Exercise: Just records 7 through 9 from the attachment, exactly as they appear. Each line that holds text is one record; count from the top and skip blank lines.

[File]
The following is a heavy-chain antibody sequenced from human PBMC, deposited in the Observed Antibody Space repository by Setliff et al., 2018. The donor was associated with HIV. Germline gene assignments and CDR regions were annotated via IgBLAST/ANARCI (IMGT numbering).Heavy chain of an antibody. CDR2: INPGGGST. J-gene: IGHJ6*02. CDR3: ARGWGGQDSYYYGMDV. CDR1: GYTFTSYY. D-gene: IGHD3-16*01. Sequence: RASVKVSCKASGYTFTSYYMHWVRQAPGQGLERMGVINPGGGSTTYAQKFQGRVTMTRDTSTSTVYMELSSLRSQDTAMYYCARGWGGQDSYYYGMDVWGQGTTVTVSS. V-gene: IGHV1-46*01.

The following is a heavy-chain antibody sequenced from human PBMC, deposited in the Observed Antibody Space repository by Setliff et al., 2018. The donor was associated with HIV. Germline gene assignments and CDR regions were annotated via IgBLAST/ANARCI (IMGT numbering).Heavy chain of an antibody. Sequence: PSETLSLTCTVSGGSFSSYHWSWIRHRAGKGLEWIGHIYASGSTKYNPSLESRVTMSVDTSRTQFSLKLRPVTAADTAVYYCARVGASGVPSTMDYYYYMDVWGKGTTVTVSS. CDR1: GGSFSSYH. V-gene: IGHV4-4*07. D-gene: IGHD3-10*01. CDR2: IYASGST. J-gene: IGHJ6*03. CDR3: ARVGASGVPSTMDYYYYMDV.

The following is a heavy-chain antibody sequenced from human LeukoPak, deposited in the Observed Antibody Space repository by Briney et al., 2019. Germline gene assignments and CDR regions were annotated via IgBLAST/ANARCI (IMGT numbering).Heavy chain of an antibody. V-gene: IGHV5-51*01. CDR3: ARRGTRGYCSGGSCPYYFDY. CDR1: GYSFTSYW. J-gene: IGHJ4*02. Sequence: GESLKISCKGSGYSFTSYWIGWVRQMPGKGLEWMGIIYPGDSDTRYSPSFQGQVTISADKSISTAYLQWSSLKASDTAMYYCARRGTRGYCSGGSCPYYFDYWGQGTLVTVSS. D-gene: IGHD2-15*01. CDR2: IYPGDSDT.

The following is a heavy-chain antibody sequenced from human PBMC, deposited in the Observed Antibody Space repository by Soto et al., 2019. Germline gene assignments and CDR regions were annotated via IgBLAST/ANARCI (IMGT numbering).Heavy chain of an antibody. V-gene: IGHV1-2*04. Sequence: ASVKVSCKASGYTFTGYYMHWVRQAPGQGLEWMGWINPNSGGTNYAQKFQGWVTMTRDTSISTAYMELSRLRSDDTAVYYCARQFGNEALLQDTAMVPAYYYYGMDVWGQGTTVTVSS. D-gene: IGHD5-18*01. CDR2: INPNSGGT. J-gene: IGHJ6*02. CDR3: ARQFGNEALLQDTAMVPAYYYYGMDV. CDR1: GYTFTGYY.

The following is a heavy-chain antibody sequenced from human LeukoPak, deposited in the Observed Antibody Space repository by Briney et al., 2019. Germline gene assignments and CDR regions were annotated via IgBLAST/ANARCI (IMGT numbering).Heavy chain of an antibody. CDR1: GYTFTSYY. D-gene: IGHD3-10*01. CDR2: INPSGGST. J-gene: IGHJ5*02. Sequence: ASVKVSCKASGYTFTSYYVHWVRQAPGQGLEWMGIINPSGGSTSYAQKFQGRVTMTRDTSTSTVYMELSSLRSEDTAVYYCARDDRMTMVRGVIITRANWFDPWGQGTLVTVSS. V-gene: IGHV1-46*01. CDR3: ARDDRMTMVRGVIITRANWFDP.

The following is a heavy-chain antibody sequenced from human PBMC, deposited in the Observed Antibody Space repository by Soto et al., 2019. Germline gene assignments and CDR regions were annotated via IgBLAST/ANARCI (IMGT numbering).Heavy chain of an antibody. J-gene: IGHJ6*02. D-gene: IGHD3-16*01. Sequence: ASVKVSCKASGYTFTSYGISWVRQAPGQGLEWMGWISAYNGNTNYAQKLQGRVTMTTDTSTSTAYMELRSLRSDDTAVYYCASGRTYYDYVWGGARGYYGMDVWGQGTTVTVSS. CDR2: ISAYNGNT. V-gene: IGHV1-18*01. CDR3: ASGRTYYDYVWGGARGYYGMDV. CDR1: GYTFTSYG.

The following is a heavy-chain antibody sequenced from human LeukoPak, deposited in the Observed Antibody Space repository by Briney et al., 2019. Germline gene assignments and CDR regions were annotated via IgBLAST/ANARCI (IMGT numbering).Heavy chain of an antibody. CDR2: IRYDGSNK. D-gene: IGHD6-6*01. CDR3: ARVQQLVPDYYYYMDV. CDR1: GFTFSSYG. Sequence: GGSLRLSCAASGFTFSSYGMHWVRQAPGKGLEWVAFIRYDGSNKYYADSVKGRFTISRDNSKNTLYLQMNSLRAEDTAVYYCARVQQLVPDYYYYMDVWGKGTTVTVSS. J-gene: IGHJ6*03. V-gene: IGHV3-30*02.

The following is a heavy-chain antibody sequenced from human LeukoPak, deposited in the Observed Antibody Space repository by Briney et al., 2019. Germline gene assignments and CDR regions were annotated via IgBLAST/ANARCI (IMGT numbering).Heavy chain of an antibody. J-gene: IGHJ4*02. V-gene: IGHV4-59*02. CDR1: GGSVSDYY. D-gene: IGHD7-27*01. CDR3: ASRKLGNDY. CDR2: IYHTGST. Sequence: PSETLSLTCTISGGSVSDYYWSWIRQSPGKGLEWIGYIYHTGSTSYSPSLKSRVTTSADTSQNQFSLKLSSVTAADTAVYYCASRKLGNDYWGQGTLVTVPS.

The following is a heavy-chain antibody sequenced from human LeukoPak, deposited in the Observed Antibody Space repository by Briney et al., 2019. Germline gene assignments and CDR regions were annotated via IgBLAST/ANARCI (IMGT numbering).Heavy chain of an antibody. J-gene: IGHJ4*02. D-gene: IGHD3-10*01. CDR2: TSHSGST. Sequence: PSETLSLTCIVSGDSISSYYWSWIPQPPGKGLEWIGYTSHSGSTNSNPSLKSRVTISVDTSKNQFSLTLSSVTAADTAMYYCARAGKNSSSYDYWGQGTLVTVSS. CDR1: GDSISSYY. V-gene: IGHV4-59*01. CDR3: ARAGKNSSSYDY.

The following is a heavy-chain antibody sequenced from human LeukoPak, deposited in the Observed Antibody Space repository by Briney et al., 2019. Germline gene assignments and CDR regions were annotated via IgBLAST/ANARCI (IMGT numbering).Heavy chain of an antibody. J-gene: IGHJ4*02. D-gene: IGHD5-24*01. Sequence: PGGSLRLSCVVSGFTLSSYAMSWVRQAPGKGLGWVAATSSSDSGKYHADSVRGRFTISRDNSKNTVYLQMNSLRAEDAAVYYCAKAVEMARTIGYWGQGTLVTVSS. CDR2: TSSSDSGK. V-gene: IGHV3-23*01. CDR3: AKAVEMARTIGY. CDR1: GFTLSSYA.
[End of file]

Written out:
The following is a heavy-chain antibody sequenced from human LeukoPak, deposited in the Observed Antibody Space repository by Briney et al., 2019. Germline gene assignments and CDR regions were annotated via IgBLAST/ANARCI (IMGT numbering).Heavy chain of an antibody. CDR2: IRYDGSNK. D-gene: IGHD6-6*01. CDR3: ARVQQLVPDYYYYMDV. CDR1: GFTFSSYG. Sequence: GGSLRLSCAASGFTFSSYGMHWVRQAPGKGLEWVAFIRYDGSNKYYADSVKGRFTISRDNSKNTLYLQMNSLRAEDTAVYYCARVQQLVPDYYYYMDVWGKGTTVTVSS. J-gene: IGHJ6*03. V-gene: IGHV3-30*02.

The following is a heavy-chain antibody sequenced from human LeukoPak, deposited in the Observed Antibody Space repository by Briney et al., 2019. Germline gene assignments and CDR regions were annotated via IgBLAST/ANARCI (IMGT numbering).Heavy chain of an antibody. J-gene: IGHJ4*02. V-gene: IGHV4-59*02. CDR1: GGSVSDYY. D-gene: IGHD7-27*01. CDR3: ASRKLGNDY. CDR2: IYHTGST. Sequence: PSETLSLTCTISGGSVSDYYWSWIRQSPGKGLEWIGYIYHTGSTSYSPSLKSRVTTSADTSQNQFSLKLSSVTAADTAVYYCASRKLGNDYWGQGTLVTVPS.

The following is a heavy-chain antibody sequenced from human LeukoPak, deposited in the Observed Antibody Space repository by Briney et al., 2019. Germline gene assignments and CDR regions were annotated via IgBLAST/ANARCI (IMGT numbering).Heavy chain of an antibody. J-gene: IGHJ4*02. D-gene: IGHD3-10*01. CDR2: TSHSGST. Sequence: PSETLSLTCIVSGDSISSYYWSWIPQPPGKGLEWIGYTSHSGSTNSNPSLKSRVTISVDTSKNQFSLTLSSVTAADTAMYYCARAGKNSSSYDYWGQGTLVTVSS. CDR1: GDSISSYY. V-gene: IGHV4-59*01. CDR3: ARAGKNSSSYDY.